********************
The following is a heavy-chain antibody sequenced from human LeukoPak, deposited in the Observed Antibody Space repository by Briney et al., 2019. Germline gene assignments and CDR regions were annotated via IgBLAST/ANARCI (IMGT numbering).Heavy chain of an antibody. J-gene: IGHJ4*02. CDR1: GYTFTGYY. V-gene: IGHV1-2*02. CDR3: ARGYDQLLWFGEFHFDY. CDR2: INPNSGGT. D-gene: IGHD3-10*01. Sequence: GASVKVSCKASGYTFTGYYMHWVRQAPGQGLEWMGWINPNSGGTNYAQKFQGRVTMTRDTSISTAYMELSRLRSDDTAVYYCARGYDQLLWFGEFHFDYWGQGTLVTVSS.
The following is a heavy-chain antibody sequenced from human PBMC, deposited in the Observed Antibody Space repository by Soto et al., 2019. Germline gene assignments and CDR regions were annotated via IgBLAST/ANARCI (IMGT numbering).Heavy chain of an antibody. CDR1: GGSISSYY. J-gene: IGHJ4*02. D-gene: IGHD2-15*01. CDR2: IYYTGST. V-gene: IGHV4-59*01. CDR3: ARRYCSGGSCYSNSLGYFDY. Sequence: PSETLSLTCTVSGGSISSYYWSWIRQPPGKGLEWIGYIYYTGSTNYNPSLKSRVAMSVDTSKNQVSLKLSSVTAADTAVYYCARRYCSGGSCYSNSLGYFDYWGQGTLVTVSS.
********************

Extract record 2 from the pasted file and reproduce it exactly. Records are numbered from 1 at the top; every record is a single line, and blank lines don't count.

The following is a heavy-chain antibody sequenced from human PBMC, deposited in the Observed Antibody Space repository by Soto et al., 2019. Germline gene assignments and CDR regions were annotated via IgBLAST/ANARCI (IMGT numbering).Heavy chain of an antibody. CDR1: GGSISSYY. J-gene: IGHJ4*02. D-gene: IGHD2-15*01. CDR2: IYYTGST. V-gene: IGHV4-59*01. CDR3: ARRYCSGGSCYSNSLGYFDY. Sequence: PSETLSLTCTVSGGSISSYYWSWIRQPPGKGLEWIGYIYYTGSTNYNPSLKSRVAMSVDTSKNQVSLKLSSVTAADTAVYYCARRYCSGGSCYSNSLGYFDYWGQGTLVTVSS.